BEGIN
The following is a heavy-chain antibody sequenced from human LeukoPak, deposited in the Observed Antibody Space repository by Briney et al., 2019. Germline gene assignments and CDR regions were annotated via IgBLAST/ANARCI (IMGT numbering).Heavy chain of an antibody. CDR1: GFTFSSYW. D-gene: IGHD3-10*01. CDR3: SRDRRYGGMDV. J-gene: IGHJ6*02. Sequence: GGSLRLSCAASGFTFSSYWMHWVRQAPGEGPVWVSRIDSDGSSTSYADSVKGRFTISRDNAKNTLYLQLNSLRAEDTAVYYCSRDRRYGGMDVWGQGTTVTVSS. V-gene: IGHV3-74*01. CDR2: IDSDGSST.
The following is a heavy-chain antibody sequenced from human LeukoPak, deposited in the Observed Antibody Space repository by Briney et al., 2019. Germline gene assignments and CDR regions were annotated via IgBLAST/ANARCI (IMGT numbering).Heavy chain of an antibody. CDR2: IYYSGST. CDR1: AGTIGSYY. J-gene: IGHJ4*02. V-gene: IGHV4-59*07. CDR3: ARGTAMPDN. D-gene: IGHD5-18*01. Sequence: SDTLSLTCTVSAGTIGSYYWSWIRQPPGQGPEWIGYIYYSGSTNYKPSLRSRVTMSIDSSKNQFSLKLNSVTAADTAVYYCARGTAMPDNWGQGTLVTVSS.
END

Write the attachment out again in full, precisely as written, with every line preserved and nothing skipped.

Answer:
The following is a heavy-chain antibody sequenced from human LeukoPak, deposited in the Observed Antibody Space repository by Briney et al., 2019. Germline gene assignments and CDR regions were annotated via IgBLAST/ANARCI (IMGT numbering).Heavy chain of an antibody. CDR1: GFTFSSYW. D-gene: IGHD3-10*01. CDR3: SRDRRYGGMDV. J-gene: IGHJ6*02. Sequence: GGSLRLSCAASGFTFSSYWMHWVRQAPGEGPVWVSRIDSDGSSTSYADSVKGRFTISRDNAKNTLYLQLNSLRAEDTAVYYCSRDRRYGGMDVWGQGTTVTVSS. V-gene: IGHV3-74*01. CDR2: IDSDGSST.
The following is a heavy-chain antibody sequenced from human LeukoPak, deposited in the Observed Antibody Space repository by Briney et al., 2019. Germline gene assignments and CDR regions were annotated via IgBLAST/ANARCI (IMGT numbering).Heavy chain of an antibody. CDR2: IYYSGST. CDR1: AGTIGSYY. J-gene: IGHJ4*02. V-gene: IGHV4-59*07. CDR3: ARGTAMPDN. D-gene: IGHD5-18*01. Sequence: SDTLSLTCTVSAGTIGSYYWSWIRQPPGQGPEWIGYIYYSGSTNYKPSLRSRVTMSIDSSKNQFSLKLNSVTAADTAVYYCARGTAMPDNWGQGTLVTVSS.